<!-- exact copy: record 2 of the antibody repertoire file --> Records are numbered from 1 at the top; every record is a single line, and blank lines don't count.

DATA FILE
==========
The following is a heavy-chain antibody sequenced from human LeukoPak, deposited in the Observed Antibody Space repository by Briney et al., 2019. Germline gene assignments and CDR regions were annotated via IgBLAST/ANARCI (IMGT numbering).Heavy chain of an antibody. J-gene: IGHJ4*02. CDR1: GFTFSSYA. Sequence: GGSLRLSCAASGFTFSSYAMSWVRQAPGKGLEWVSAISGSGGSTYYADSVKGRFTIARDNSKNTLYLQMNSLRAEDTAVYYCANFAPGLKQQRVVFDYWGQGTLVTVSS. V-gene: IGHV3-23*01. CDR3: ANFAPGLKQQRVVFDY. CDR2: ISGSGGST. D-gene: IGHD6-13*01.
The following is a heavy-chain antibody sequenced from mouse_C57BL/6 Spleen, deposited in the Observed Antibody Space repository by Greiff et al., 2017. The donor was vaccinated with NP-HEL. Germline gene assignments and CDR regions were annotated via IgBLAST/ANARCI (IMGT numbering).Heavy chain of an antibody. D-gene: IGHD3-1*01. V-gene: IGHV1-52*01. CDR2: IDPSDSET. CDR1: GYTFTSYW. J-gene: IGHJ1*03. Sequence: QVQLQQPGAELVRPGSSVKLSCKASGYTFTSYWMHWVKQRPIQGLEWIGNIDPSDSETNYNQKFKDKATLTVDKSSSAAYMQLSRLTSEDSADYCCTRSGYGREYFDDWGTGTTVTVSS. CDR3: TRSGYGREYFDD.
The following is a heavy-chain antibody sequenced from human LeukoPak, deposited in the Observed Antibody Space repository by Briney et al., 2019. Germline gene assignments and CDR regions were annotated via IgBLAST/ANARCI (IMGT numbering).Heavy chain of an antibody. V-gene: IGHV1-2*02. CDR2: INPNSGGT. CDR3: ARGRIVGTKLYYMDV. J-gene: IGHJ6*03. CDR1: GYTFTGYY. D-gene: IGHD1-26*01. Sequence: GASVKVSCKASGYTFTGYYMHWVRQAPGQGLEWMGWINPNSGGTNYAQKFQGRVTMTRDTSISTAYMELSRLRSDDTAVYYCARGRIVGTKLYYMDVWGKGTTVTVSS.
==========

The following is a heavy-chain antibody sequenced from mouse_C57BL/6 Spleen, deposited in the Observed Antibody Space repository by Greiff et al., 2017. The donor was vaccinated with NP-HEL. Germline gene assignments and CDR regions were annotated via IgBLAST/ANARCI (IMGT numbering).Heavy chain of an antibody. D-gene: IGHD3-1*01. V-gene: IGHV1-52*01. CDR2: IDPSDSET. CDR1: GYTFTSYW. J-gene: IGHJ1*03. Sequence: QVQLQQPGAELVRPGSSVKLSCKASGYTFTSYWMHWVKQRPIQGLEWIGNIDPSDSETNYNQKFKDKATLTVDKSSSAAYMQLSRLTSEDSADYCCTRSGYGREYFDDWGTGTTVTVSS. CDR3: TRSGYGREYFDD.